A wicker basket spits hay across the floor from its gormless mouth. Papier-mâché masks with hooked noses and chins, a pair of hessian arms ending in red hands and a roughly hewn cudgel are nestled in a rustic bed. In the window of PEER, Jonathan Baldock’s ‘The Play Box’ contains the ingredients for a ‘Punch and Judy’ show which visually acknowledge the origins of this British institution in the 16th-century Italian Commedia dell’arte.
The exhibition creates a warped domestic interior that could be inhabited by Punch and his dysfunctional family. In the puppet show a string of fabric sausages are stolen by the crocodile when Punch’s back is turned; here actual sausages are hung from nails on red and white charcuterie string to spell out “Your Back” in Emma Hart’s ‘I’ve Got Your Back’.
On entering the gallery, Baldock’s disturbing ‘A Guiding Hand’ greets you: spindly metal rods support a bloated pink head with a single blinking weepy eye. In the adjacent room Baldock has created domestic appliances from similar pink rods, a washing machine spews clothes across the floor like theatrical guts. Resting on a cooker are pots and pans with tongues for handles, containing faces and rogue eyeballs. On the oven shelves a ceramic flan dish spells out instructions – “do this, eat this, drink this”. The titles of these works, ‘Out damn’d spot’ and ‘It’s not burnt it’s caramelised’ allude to the pressures to perform the role of domestic goddess. Nearby on the floor, Hart’s ‘Locket and Chain’ – an outsized locket featuring a pink baby’s face – more closely resembles a ball and chain. The domestic interior with all its trappings and expectations is heightened into a nightmare scenario.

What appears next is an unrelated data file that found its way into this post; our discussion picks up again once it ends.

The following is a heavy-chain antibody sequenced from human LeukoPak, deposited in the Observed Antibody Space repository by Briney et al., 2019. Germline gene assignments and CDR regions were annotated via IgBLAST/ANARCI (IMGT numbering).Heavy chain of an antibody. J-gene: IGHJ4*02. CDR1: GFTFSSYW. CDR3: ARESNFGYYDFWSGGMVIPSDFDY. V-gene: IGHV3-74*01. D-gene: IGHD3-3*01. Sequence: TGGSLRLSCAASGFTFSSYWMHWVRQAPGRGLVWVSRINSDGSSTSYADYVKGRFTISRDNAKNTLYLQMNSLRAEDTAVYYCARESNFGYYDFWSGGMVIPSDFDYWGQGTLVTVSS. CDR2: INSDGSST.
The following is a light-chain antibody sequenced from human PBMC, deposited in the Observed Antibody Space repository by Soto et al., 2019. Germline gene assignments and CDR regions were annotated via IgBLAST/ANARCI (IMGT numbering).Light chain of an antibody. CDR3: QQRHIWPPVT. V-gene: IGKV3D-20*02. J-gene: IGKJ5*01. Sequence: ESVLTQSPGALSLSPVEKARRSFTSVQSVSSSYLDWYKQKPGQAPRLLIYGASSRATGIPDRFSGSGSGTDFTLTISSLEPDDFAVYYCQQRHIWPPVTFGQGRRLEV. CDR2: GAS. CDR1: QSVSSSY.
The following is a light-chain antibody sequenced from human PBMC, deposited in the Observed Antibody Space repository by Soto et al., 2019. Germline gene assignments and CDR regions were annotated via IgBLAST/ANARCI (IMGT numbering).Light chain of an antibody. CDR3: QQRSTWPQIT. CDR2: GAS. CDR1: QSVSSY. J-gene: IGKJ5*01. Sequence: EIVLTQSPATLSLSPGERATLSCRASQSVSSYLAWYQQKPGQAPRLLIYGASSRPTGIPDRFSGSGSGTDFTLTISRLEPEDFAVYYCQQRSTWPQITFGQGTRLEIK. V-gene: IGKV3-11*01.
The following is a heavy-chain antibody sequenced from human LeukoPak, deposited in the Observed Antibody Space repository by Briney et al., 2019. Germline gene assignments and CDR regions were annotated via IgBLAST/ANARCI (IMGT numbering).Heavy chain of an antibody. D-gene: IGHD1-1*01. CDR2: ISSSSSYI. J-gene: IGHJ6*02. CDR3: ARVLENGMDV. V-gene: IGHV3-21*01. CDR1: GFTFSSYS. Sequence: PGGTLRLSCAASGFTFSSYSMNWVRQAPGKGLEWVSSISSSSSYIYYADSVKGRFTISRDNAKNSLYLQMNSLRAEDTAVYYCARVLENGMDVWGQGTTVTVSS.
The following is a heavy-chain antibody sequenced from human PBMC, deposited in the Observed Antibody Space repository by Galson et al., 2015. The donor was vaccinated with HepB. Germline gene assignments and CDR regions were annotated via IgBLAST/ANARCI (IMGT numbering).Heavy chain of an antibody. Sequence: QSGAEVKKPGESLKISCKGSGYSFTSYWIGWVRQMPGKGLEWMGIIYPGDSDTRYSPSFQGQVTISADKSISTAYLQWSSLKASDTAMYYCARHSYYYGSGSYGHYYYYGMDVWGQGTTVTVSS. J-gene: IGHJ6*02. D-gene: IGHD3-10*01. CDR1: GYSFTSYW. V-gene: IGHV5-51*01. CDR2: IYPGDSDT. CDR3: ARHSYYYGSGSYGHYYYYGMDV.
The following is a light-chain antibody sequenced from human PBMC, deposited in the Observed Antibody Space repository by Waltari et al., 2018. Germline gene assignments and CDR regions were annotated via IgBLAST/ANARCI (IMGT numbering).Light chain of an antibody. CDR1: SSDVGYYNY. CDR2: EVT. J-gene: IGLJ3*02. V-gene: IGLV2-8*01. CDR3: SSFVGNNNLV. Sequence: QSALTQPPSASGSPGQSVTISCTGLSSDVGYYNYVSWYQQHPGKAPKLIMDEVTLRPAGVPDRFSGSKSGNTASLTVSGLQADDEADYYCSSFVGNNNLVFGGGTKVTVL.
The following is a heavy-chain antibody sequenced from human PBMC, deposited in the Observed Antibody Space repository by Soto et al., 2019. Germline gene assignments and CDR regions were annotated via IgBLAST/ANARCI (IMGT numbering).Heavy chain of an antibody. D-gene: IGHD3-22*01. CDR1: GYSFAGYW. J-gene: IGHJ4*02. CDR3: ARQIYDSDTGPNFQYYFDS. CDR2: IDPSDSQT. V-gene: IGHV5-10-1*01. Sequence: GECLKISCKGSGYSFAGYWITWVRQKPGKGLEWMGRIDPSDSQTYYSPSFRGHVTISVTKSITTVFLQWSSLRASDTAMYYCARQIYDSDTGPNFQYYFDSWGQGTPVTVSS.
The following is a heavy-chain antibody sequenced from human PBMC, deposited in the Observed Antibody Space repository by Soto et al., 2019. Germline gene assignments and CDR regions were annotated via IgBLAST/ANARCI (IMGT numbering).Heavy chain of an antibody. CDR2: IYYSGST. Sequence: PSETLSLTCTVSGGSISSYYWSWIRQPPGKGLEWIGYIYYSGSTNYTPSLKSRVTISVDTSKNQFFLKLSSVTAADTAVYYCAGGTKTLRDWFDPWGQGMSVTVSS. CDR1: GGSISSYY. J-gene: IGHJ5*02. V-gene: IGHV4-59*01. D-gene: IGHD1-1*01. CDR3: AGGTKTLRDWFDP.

A collaborative audio piece ‘Jon and Emma’, can be heard throughout the space. The artists repeat each other’s names back and forth with varying emotion, from love to hate, through desperation and desire. While the audio’s melodrama plays out the roles of a romantic relationship, this back and forth also reflects the artists’ creation of the exhibition. Although the rest of the works are attributed individually, they employ such a similar aesthetic – using the same reduced palette of red, pink, white and black – that it’s not easy, or perhaps necessary to distinguish between the two makers.
The audio plays from a hi-fi deck, complete with a pair of knitted breasts protruding cheekily from the tape decks. Throughout, the double-entendres and slapstick comedy of the bawdy British seaside are emulated, with Hart’s contributions to the exhibition often employing puns. In ‘Boohoo Boob Tube’ two white tubes hang down transforming into a pair of pendulous breasts and in ‘Here we go again’ pairs of disembodied feet have open nagging mouths for toes. Yet in all its lurid colour and playfulness, it is the sinister edge that prevails in ‘Love Life’. Rather than the domestic being a space of nurture and safety, it becomes one of conflict, violence and friction in a struggle to redefine roles associated with gender, love and parenthood.